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Why There May Be a Temple in Heaven (and 5 Things We Know About It)

According to several old Jewish traditions, the earthly temple was a copy, counterpart, or mirror image of the heavenly temple. Victor Aptowitzer summarizes the Jewish point of view by writing that

"[Jewish] literature avers that in heaven there is a temple that is the counterpart of the temple on earth. The same sacrifices are said to be offered there and the same hymns sung as in the earthly temple. Just as the temple below is located in terrestrial Jerusalem so the temple above is located in celestial Jerusalem."1

Various collections of writings mention the existence of a heavenly temple, including the Old and New Testaments, the Apocrypha, Pseudepigrapha, Talmud, and a host of midrashic2 materials. Some of the sources provide only a brief description of the temple, while others explain its significance. 

What is the significance of the temple in heaven?

The following five categories help provide answers to this question: (1) The heavenly temple is the place of holiness par excellence, (2) the heavenly temple is the quintessential place of mediation, (3) the heavenly temple is the ultimate goal of the saints, (4) the heavenly temple is the place of ratification, and (5) the heavenly temple is the place from which revelation goes forth. Each of these categories will now be examined.

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Figure 42. This small ivory pomegranate (A) from the time of Solomon’s Temple ornamented the top of a priest’s staff, possibly serving as a sign of office. The inscription proclaimed it as set apart for sacred use. The simple clay bowl (B) from Megiddo is also set apart by its inscription. Bowls of various materials were used in temple service (see Isaiah 22:24).

1. The heavenly temple is the place of holiness par excellence.

This is clearly seen in one of the principal roots from the Hebrew Bible that is translated with the English words sanctuary and temple—the word *QDŠ, which has the basic meaning of “separation” or “withdrawal” of sacred entities from profane things.3 In its different verbal forms, *QDŠ denotes something that is “holy” or “withheld from profane use”; the idea of showing or proving “oneself holy”; the placing of a thing or person “into the state of holiness”; and the dedication or sanctification of a person or thing, making it sacred.4 A nominal derivation of *QDŠ is the masculine singular noun qōdeš. This labyrinthine term has reference to many aspects of the sacred,5 all of which can be directly connected to its root meaning, the separation of the sacred from the profane. A second biblical noun derived from *QDŠ is miqdāš, commonly translated in English as “sanctuary” or “temple.” The word is found 73 times in the Hebrew Bible.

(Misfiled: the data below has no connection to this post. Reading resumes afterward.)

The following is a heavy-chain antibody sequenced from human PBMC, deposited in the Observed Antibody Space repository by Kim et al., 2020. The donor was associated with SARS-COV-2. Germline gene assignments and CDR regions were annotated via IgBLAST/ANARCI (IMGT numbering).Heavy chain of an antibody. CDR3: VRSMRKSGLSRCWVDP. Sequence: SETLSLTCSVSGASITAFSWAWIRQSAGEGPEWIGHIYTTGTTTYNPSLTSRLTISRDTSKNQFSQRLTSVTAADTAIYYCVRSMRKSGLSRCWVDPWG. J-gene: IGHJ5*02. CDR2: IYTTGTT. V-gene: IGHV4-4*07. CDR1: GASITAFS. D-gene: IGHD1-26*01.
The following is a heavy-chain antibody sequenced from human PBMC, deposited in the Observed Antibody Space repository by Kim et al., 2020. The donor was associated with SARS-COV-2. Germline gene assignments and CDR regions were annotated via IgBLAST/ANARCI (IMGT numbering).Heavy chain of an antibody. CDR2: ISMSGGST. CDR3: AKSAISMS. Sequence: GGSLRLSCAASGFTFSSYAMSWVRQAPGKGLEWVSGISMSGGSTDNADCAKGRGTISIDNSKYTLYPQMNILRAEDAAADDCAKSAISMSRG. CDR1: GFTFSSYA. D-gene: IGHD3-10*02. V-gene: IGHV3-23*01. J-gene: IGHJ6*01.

The biblical scriptures leave no question that God requires His earthly dwelling places to possess a high degree of holiness, to be consecrated and set apart from the profanities of the world. If the earthly temple is holy, the heavenly temple serves as the very definition of holiness. Since God will not dwell in an unholy place (see Alma 7:21; 34:36; Helaman 4:24), one central purpose for a heavenly temple would be to serve as a holy place in which God and the saints will dwell forever.

2. The heavenly temple is the quintessential place of mediation.

The focus of the gospel of Jesus Christ is the Atonement, and the purpose of the Atonement is mediation between God and man. Many different aspects of the gospel in ancient times represented that Atonement—and the eventual oneness the saints would have with God in heaven—without actually being the Atonement. Thus, the law of Moses represented “a shadow of good things to come, and not the very image of the things” (Hebrews 10:1); the Israelite high priest, who on the Day of Atonement administered the Mosaic law, served as a “shadow of heavenly things” (8:5); the earthly temple, as discussed above, represented a copy, image, or “figure” (9:9) of the true or real6 temple in heaven. These three earthly elements of the gospel—the law of Moses, the high priest, and the temple—each pointed to the Atonement of Jesus Christ and His subsequent ministry in the temple in heaven. The sacrificial ordinances of the law of Moses prefigured the sacrifice and crucifixion of Jesus, the office and ministries of the priestly minister typified the Atonement of Jesus Christ, and the earthly temple signified the heavenly temple.

As the earthly high priest entered the temple to make atonement for “the iniquities of the children of Israel, and all their transgressions in all their sins” (Leviticus 16:21; see also Hebrews 9:7), even so Jesus Christ, who is called the “high priest” (Hebrews 9:11), offered Himself up for the sins of the world. Paul wrote, “For Christ is not entered into the holy places made with hands, which are the figures of the true; but into heaven itself, now to appear in the presence of God for us: nor yet that he should offer himself often, as the high priest entereth into the holy place every year with blood of others. . . . So Christ was once offered to bear the sins of many” (Hebrews 9:24-25, 28).